Imagine a remote control that manipulates specific neurons in a mouse's brain while it scurries about its cage getting on with normal rodent business. Scientists led by Michael Bruchas, Washington University School of Medicine, St. Louis, Missouri, and John Rogers, University of Illinois at Urbana-Champaign have developed such a thing. As reported in the April 12 Science, they have built an ultrathin, flexible, light-emitting diode (LED) system that turns on and off optogenetically modified neurons with pulses of light. Their needle-thin LEDs can be inserted into deep regions of the mouse brain to precisely illuminate specific groups of cells. “It’s a powerful and convenient technology,” said Li-Huei Tsai, Massachusetts Institute of Technology, Boston, who was not involved in the research. “These refinements make light delivery less invasive, less damaging to tissues, and easier to manipulate than current methods.” Bruchas and colleagues used the technology to train mice to visit a specific arm of a Y maze.
The field of optogenetics has exploded in recent years. It promises to help decipher the circuitry of the brain. Scientists clone genes for light-sensitive channels into specific groups of neurons and then polarize or depolarize those cells with the flick of a switch and millisecond precision. The light-delivery equipment used to stimulate neurons has limited this field, however. Thick, rigid fiber optic cables can route light into the brain, but they cause tissue damage and inflammation along the way and tether the animals to restrict their movement.
Co-first author Tae-il Kim, Rogers, and colleagues developed a novel system that takes aim at these issues. Their multi-component, ultrathin, needle-like instrument is far thinner and more flexible than fiber optic wires. It incorporates a series of microscale, inorganic LEDs (μ-ILEDs) that are less than a thousandth the size of conventional LEDs and about as big (or small) as four neurons. They are placed at different locations along the shaft of the device and can be turned on or off separately, delivering light directly to precise areas of the brain (see image below). The μ-ILEDs come in various colors to activate channels stimulated by distinct wavelengths of light. They glow in all directions whereas light from fiber optic cables can only shine in one direction.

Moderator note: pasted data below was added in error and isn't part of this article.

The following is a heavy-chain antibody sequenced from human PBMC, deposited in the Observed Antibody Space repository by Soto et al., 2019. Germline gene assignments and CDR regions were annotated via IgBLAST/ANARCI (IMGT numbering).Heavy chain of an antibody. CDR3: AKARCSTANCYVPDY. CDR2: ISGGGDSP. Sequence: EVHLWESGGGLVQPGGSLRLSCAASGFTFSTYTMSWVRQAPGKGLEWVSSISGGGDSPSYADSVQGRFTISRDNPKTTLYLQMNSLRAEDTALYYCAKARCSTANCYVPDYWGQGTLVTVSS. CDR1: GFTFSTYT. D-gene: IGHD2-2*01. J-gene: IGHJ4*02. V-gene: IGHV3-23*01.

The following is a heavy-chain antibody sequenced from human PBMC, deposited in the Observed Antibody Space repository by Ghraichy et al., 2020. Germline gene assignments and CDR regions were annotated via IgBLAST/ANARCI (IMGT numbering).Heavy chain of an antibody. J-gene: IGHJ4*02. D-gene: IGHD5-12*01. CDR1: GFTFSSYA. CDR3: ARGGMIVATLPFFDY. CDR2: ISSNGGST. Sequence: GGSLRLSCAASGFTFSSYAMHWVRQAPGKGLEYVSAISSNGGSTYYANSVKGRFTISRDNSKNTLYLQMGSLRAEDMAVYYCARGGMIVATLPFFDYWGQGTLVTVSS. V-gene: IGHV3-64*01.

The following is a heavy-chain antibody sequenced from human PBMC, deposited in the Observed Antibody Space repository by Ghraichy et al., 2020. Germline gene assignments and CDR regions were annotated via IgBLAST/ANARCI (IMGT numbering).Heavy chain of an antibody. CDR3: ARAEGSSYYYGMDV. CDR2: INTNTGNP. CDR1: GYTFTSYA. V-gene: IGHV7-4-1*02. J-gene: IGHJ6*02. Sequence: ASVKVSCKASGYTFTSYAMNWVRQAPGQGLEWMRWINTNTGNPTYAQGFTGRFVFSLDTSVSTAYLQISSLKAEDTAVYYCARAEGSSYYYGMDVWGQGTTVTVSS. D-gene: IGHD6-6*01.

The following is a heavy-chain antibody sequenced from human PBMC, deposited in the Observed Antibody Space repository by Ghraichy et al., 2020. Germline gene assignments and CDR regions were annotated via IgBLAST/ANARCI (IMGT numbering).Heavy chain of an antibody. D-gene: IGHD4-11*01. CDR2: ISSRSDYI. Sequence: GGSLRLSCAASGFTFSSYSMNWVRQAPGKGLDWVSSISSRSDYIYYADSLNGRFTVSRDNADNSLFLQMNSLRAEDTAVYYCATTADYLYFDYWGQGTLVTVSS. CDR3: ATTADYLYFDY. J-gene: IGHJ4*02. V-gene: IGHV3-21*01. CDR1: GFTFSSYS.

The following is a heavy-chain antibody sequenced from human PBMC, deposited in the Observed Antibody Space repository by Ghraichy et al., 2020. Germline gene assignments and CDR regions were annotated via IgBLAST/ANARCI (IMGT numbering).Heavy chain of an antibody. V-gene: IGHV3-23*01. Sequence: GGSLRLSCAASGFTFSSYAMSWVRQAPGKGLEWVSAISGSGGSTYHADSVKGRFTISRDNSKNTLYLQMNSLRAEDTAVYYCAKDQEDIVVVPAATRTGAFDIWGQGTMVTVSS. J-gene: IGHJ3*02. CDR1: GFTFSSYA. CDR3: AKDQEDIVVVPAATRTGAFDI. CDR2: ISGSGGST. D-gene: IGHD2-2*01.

Four devices layer together on an ultrathin needle to form an integrated system. Image courtesy of Science/AAAS
It’s not just about light delivery, either. Sandwiched with the μ-ILEDs are tiny sensors to detect emitted light, electrical output from neurons, and temperature. This allows researchers to measure these factors close to the light source. All are built on flexible plastic to bend to soft tissue. They have to be inserted into the brain with a removable microinjection needle coated with dissolvable glue. A minute filament wire then protrudes from the mouse’s brain, and connects to a lightweight, hat-like wireless interface (see image below).
Mice can move freely with the wireless system on their heads. Image courtesy of Science/AAAS
“With this wireless technology, animals can engage in more complex environments,” said Bruchas. “The added microelectrodes, photodetectors, and temperature sensors also tell us a bit more about how the function of the brain is affected.” The system caused less gliosis than fiber optic cables. It operated several meters from the control source, accommodated many animals at once, and lasted for at least six months at a time. “That’s helpful for doing long-term studies on developmental or learning processes,” said Bruchas.
To demonstrate that the technology successfully stimulates mouse neurons, Bruchas, Jordan McCall, also a co-first author, and colleagues did some proof-of-concept experiments. They expressed light-sensitive channels in dopaminergic neurons of the ventral tegmental area (VTA-DA), which respond to rewards. By using the μ-ILEDs to selectively activate those cells when the mice poked the end of a Y-maze arm, the researchers successfully trained the animals to prefer that arm without offering them a food treat. The researchers also manipulated anxiety behavior by activating VTA-DA neurons at different frequencies. McCall and colleagues confirmed that the light from μ-ILEDs reached more neurons than fiber optics by measuring c-fos, a marker of neuronal activation.
Light from μ-ILED devices can reach underneath and to the side of brain structures, activating more neurons than fiber optics can (shown by c-fos expression in red). Image courtesy of Science/AAAS
While Bruchas’s lab studies neural signaling behind social stress, other groups have their eye on the technology for neurological disease. Tsai has used optogenetics to examine the role of cholinergic stimulation on hippocampal oscillations in an Alzheimer’s disease mouse model (see ARF related news story). Some scientists want use this technology to study the link between neuron firing and Aβ release, said Jin-Moo Lee, also at WashU but not involved in this research. Researchers want to stimulate specific groups of neurons and observe the direct effect on Aβ peptide production, he said. Others may use it to see whether exciting certain cells raises transcellular spread of misfolded protein aggregates, such as tau (see ARF related news story), he speculated. Aside from studies on neurodegeneration, the wireless capability will make this technology ideal for myriad behavioral studies. Before it can be widely applied, however, the scientists will need to find ways to make it cheaper and reusable, said Lee.
Bruchas and Rogers say they aim to make their technology commercially available while at the same time giving people enough information to build it themselves. Once people are trained in how to implant and operate the equipment, it could be quite widely applied, said Bruchas.—Gwyneth Dickey Zakaib
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